Here’s an interesting project that I found completely by accident. A kind correspondent/listener who sensed I was down and wanted to cheer me up sent me a link to the Crimson Dark web comic. It looked interesting but I wasn’t in the moode to start at the beginning on such a thing right now. What I did think was interesting was the ad box, which had a little money value on it that said “You’re ad right here, $0.80” or whatever the value was. I followed the link, which took me to Project Wonderful.

It’s got an interesting bidding mechanism for placing banner ads. It’s kind of like combining Adsense with eBay. You place a bid for a banner ad on a site, and for the duration that you are the highest bidder your ad shows. I’ve been thinking I need to start doing advertising for AmigoFish and rather than doing Adsense, I figured I might as well start with this. Thus far, it seems like an interesting experiment. I put some money in an account, fixed me up some 117X30 pixels banner ads (learning how to create animated GIFs with Graphic Converter for the first time) and let it rip. I put in bids on most of the ads with the tag “podcast” in the system. Some are working better than others, but thus far I’m getting a way better cost per click than anything I’d have been able to have got via AdSense. I’ll do that too, but I’m having fun fiddling with it at this point. I like the mechanism, and it seems like a really good way to extract value for content creators.

There are downsides, though. One is that the day I created the account, I signed up to be able to sell advertising. I figure I’ll put something in that dead space in my header and see how it works. At this stage of the game though, you have to be approved before you can sell ads. They say that it will take around two weeks for that approval to happen. It’s been 10 days, and I’ve seen incoming traffic on this site from Project Wonderful admin pages, but still no hookup. I continue to wait impatiently.

The other downside is in the approval side. As an advertiser you can configure it to auto-approve all bids, approve advertisers the first time or every time. It’s much like the options you have as moderator of comments on a blog. I’ve put in a dozen bids to mostly podcast related stuff. Most have been approved, a few are still pending, and one has rejected me. I have no idea why and emailed them to ask why, that’s still pending. I have to say, though, the rejection actually felt kind of personal to me. Although I’m more sanguine now and I’m reaching out to find out what I can do differently to be acceptable, my initial reaction was “What the hell? How dare they reject my ad!” Because of the way it is set up, it just felt like a repudiation. I’d think that usually you reject ads because you find the ad or product objectionable. I’m interested in finding out how my benign little project could offend anyone.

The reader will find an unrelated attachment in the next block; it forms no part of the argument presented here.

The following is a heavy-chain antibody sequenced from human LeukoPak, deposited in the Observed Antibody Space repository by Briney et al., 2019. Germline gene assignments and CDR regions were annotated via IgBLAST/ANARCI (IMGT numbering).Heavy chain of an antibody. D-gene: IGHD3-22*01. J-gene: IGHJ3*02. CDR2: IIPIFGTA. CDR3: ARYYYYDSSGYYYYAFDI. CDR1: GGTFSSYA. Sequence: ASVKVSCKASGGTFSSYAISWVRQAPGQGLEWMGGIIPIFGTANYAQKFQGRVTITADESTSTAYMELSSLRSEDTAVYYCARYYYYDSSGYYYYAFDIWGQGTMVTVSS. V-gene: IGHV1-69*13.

I’ll be following this experiment and will periodically update how it is going. So far, it looks interesting. When I finally get approved, if you want to join in the experiment and put your own banner on here for a while, let’s fire it up. It’s an easy process to join, PayPal them some money and place some bids. This process is banner ads steered by the invisible hand of the marketplace, which is neat by itself. One of the side effects (which could be pleasant or not) is that it does give you a direct and real world metric of the valuation of your web page as an advertising property. Project Wonderful seems to mostly have a lot of webcomics using it currently, and a few are making some reasonable money. I’ll be keeping my eye on this.